True happiness is said to be found in people who feel equal to their peers. True happiness is seldom found in people who are rich. If you know many wealthy people, you probably know them to be suspicious and competitive, or perhaps even condescending and cruel. Same with overly attractive people. The wealthy and the beautiful have a lot more to lose than normal people do, which causes them more stress and fear. For most of us, equality and the ability to trust the motives of our equal peers makes true inner-happiness much more achievable.
As my 40th high school graduation approaches, Facebook is lighting up with posts from people I haven’t heard from in forty years. By their Facebook posts, many of them appear happier than me. Wealthier than me. More active than me. It makes me feel smaller, (or maybe I should say “fatter”) than I really am. But then I take a look at my own Facebook posts of the past several years, and I realize that even I myself, appear to be a lot happier, and wealthier, and more active than me also.
I guess it’s because we post what we want people to see, and we see what people want to post. So now I need to remind myself not to compare my real, daily life to others’ photographs of exotic vacations. When the cameras are put away, we’re all a lot more alike than we are different. We all have bills.
I know it is appropriate for all of us to post the pictures of our happy times, like our travels and bicycle trips, and our sailboats, and our parties. Those times aren’t fake. They really happened. I post those pics just like everyone else does. I post photos of my grandsons climbing on me, laughing. That’s what I want to show people so I can share the fact that my grandsons love me. I don’t show the pictures of me pulling my hair out an hour later when they wont’ stop fighting with each other. But know that it’s a part of my life that is also true.
For all of us, these great photographed moments of joy are spattered amid the vast playing field of real life. Normal life. The life that makes us all equal with each other. The struggles of loving our jobs on some days and hating them the next. I myself am known around my circles as a particularly happy person. I smile a lot. I inherited a sense of humor from my mother’s bloodline. I tend to find a lot of humor in daily life. It’s part of the reason I’ve survived real life for this long. But I don’t smile all the time. None of us smile all the time. When I drive in Seattle traffic I seem to show signs that I have Turret’s Syndrome. I love driving. I hate traffic. I think I’m pretty normal in that affliction. I’m not proud of it. And I won’t post pics of myself cursing another driver. But I still do it. Pretty much all of us deal with a myriad of things we aren’t proud enough of to take pictures of so we can share the entire story of who we really are.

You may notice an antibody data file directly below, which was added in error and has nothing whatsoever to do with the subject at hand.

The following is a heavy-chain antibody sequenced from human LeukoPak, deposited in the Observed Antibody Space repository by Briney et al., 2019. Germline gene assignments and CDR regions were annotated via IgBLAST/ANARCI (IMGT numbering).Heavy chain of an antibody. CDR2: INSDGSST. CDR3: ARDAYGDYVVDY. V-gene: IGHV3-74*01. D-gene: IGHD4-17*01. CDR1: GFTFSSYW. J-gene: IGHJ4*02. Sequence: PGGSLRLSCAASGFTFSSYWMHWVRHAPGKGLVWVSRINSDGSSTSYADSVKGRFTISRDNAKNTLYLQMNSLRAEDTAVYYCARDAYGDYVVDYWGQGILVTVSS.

People post photos of their bicycle trips in fancy-colored stretched Lycra, but they don’t show which complicated relationship they were ignoring, or avoiding, that day by going off on a bike trip by themselves. People show selfies at the Washington Monument but don’t post the credit card debt that they ran up for the trip. People show pictures taken by waitresses, of themselves and some friends laughing and toasting at a dinner table, but neglect to point to which friends or family should have been in rehab that night instead of at the bar drinking.